Critical illness-related corticosteroid insufficiency (CIRCI)

a narrative review from a Multispecialty Task Force of the Society of Critical Care Medicine (SCCM) and the European Society of Intensive Care Medicine (ESICM)

Djillali Annane, Stephen M. Pastores, Wiebke Arlt, Robert A. Balk, Albertus Beishuizen, Josef Briegel, Joseph Carcillo, Mirjam Christ-Crain, Mark S. Cooper, Paul E. Marik, Gianfranco Meduri, Keith M. Olsen, Bram Rochwerg, Sophia C. Rodgers, James A. Russell, Greet Van den Berghe

Research output: Contribution to journalReview article

13 Citations (Scopus)

Abstract

Objective: To provide a narrative review of the latest concepts and understanding of the pathophysiology of critical illness-related corticosteroid insufficiency (CIRCI). Participants: A multispecialty task force of international experts in critical care medicine and endocrinology and members of the Society of Critical Care Medicine (SCCM) and the European Society of Intensive Care Medicine (ESICM). Data sources: Medline, Database of Abstracts of Reviews of Effects (DARE), Cochrane Central Register of Controlled Trials (CENTRAL) and the Cochrane Database of Systematic Reviews. Results: Three major pathophysiologic events were considered to constitute CIRCI: dysregulation of the hypothalamic–pituitary–adrenal (HPA) axis, altered cortisol metabolism, and tissue resistance to glucocorticoids. The dysregulation of the HPA axis is complex, involving multidirectional crosstalk between the CRH/ACTH pathways, autonomic nervous system, vasopressinergic system, and immune system. Recent studies have demonstrated that plasma clearance of cortisol is markedly reduced during critical illness, explained by suppressed expression and activity of the primary cortisol-metabolizing enzymes in the liver and kidney. Despite the elevated cortisol levels during critical illness, tissue resistance to glucocorticoids is believed to occur due to insufficient glucocorticoid alpha-mediated anti-inflammatory activity. Conclusions: Novel insights into the pathophysiology of CIRCI add to the limitations of the current diagnostic tools to identify at-risk patients and may also impact how corticosteroids are used in patients with CIRCI.

Original languageEnglish (US)
Pages (from-to)1781-1792
Number of pages12
JournalIntensive care medicine
Volume43
Issue number12
DOIs
StatePublished - Dec 1 2017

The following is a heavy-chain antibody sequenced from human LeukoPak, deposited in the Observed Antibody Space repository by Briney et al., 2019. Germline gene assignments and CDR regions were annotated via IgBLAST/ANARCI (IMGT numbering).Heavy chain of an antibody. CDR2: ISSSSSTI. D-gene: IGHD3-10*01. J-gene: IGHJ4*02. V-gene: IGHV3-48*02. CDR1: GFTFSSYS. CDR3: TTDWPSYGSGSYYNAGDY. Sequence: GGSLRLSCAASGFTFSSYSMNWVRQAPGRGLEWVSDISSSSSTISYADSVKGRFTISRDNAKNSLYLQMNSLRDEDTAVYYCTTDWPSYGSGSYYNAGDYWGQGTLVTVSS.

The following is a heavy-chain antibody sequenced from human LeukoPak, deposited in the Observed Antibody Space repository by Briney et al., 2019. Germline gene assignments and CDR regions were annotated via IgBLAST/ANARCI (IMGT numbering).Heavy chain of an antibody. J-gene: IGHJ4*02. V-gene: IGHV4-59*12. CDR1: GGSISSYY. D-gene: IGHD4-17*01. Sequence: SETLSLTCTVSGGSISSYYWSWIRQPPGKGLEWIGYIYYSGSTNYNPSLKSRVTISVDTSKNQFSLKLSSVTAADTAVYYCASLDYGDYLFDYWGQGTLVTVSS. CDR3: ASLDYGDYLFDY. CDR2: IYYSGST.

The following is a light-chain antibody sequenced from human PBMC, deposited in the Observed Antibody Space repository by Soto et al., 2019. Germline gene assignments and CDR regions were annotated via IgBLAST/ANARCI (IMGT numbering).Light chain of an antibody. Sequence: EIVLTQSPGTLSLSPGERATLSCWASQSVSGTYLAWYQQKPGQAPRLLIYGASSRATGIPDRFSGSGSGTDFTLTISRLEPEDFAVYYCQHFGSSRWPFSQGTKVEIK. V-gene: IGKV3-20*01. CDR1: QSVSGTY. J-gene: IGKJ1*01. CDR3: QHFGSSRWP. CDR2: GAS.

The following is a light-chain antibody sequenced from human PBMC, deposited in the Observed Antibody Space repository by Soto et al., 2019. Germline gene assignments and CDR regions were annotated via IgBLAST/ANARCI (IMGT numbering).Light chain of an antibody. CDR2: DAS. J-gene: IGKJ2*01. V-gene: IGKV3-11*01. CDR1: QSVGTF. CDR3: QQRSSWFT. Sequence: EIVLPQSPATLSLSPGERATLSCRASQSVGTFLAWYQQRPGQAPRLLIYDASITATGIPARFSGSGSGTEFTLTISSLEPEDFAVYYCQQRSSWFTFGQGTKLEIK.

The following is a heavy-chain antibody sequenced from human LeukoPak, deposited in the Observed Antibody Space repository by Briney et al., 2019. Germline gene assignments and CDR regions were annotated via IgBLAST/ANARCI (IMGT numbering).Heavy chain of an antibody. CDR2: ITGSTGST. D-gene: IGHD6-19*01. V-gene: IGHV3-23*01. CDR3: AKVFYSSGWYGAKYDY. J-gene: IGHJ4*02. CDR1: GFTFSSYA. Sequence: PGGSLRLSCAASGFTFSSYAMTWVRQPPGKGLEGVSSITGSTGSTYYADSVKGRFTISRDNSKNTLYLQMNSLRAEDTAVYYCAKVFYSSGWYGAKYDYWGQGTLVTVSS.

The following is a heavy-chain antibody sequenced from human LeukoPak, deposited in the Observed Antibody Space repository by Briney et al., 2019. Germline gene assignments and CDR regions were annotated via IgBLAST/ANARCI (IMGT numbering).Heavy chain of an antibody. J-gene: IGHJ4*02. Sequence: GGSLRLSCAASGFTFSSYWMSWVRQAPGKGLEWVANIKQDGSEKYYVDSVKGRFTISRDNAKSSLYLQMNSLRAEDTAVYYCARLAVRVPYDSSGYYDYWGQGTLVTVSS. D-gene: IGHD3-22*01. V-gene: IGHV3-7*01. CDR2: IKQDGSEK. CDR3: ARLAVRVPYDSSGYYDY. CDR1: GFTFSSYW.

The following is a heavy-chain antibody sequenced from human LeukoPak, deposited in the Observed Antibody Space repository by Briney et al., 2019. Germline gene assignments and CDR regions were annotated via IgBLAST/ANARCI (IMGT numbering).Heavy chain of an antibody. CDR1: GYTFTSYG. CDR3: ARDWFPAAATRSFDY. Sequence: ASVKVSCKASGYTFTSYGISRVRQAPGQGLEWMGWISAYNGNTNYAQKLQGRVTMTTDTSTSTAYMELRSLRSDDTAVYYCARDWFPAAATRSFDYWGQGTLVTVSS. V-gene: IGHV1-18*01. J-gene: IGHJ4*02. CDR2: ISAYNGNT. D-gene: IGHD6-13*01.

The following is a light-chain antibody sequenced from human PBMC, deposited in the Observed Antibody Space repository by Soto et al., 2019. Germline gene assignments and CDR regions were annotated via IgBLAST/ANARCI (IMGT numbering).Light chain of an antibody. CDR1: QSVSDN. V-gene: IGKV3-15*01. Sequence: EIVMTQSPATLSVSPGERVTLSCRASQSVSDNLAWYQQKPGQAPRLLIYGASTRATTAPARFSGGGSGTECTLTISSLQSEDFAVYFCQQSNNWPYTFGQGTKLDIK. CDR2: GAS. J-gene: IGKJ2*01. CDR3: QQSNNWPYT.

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Advisory Committees
Critical Illness
Adrenal Cortex Hormones
Hydrocortisone
Databases
Endocrinology
Information Storage and Retrieval
Autonomic Nervous System
Critical Care
Adrenocorticotropic Hormone
Glucocorticoids
Immune System
Anti-Inflammatory Agents
Medicine
Kidney
Liver
Enzymes

All Science Journal Classification (ASJC) codes

  • Critical Care and Intensive Care Medicine

Cite this

Critical illness-related corticosteroid insufficiency (CIRCI) : a narrative review from a Multispecialty Task Force of the Society of Critical Care Medicine (SCCM) and the European Society of Intensive Care Medicine (ESICM). / Annane, Djillali; Pastores, Stephen M.; Arlt, Wiebke; Balk, Robert A.; Beishuizen, Albertus; Briegel, Josef; Carcillo, Joseph; Christ-Crain, Mirjam; Cooper, Mark S.; Marik, Paul E.; Meduri, Gianfranco; Olsen, Keith M.; Rochwerg, Bram; Rodgers, Sophia C.; Russell, James A.; Van den Berghe, Greet.

In: Intensive care medicine, Vol. 43, No. 12, 01.12.2017, p. 1781-1792.

Research output: Contribution to journalReview article

Annane, D, Pastores, SM, Arlt, W, Balk, RA, Beishuizen, A, Briegel, J, Carcillo, J, Christ-Crain, M, Cooper, MS, Marik, PE, Meduri, G, Olsen, KM, Rochwerg, B, Rodgers, SC, Russell, JA & Van den Berghe, G 2017, 'Critical illness-related corticosteroid insufficiency (CIRCI): a narrative review from a Multispecialty Task Force of the Society of Critical Care Medicine (SCCM) and the European Society of Intensive Care Medicine (ESICM)', Intensive care medicine, vol. 43, no. 12, pp. 1781-1792. https://doi.org/10.1007/s00134-017-4914-x
Annane, Djillali ; Pastores, Stephen M. ; Arlt, Wiebke ; Balk, Robert A. ; Beishuizen, Albertus ; Briegel, Josef ; Carcillo, Joseph ; Christ-Crain, Mirjam ; Cooper, Mark S. ; Marik, Paul E. ; Meduri, Gianfranco ; Olsen, Keith M. ; Rochwerg, Bram ; Rodgers, Sophia C. ; Russell, James A. ; Van den Berghe, Greet. / Critical illness-related corticosteroid insufficiency (CIRCI) : a narrative review from a Multispecialty Task Force of the Society of Critical Care Medicine (SCCM) and the European Society of Intensive Care Medicine (ESICM). In: Intensive care medicine. 2017 ; Vol. 43, No. 12. pp. 1781-1792.